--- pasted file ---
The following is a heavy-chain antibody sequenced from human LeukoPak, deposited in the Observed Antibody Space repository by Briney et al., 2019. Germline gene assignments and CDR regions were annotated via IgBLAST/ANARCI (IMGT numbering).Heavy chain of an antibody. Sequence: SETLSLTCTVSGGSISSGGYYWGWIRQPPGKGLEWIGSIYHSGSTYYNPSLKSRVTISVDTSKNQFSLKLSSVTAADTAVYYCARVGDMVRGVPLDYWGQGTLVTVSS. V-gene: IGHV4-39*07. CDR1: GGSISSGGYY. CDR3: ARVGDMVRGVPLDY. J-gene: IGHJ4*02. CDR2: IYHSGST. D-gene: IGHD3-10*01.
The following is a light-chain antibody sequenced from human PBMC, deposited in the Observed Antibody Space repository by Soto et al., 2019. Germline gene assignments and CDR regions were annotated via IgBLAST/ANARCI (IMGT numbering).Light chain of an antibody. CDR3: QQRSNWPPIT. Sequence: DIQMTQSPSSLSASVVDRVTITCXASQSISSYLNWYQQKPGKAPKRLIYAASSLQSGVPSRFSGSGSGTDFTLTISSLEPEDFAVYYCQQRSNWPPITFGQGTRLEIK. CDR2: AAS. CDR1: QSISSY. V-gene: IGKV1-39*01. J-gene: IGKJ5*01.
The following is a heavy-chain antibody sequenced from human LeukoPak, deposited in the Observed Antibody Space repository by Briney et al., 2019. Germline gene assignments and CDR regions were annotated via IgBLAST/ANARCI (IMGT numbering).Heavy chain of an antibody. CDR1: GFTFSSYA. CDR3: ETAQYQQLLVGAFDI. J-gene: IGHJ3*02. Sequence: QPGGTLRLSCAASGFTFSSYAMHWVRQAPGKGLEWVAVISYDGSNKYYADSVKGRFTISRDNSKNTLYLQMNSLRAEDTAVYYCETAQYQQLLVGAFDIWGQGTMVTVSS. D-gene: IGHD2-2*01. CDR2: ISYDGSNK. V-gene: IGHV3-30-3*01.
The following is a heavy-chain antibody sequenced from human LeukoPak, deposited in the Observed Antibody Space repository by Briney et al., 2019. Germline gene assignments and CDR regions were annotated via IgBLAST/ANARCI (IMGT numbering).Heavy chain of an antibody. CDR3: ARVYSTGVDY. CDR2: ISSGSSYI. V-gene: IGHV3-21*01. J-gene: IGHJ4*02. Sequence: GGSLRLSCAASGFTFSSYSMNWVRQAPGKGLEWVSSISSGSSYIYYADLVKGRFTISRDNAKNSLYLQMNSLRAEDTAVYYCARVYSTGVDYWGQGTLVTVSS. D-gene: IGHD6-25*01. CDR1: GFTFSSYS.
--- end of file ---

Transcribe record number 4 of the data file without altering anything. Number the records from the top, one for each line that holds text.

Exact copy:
The following is a heavy-chain antibody sequenced from human LeukoPak, deposited in the Observed Antibody Space repository by Briney et al., 2019. Germline gene assignments and CDR regions were annotated via IgBLAST/ANARCI (IMGT numbering).Heavy chain of an antibody. CDR3: ARVYSTGVDY. CDR2: ISSGSSYI. V-gene: IGHV3-21*01. J-gene: IGHJ4*02. Sequence: GGSLRLSCAASGFTFSSYSMNWVRQAPGKGLEWVSSISSGSSYIYYADLVKGRFTISRDNAKNSLYLQMNSLRAEDTAVYYCARVYSTGVDYWGQGTLVTVSS. D-gene: IGHD6-25*01. CDR1: GFTFSSYS.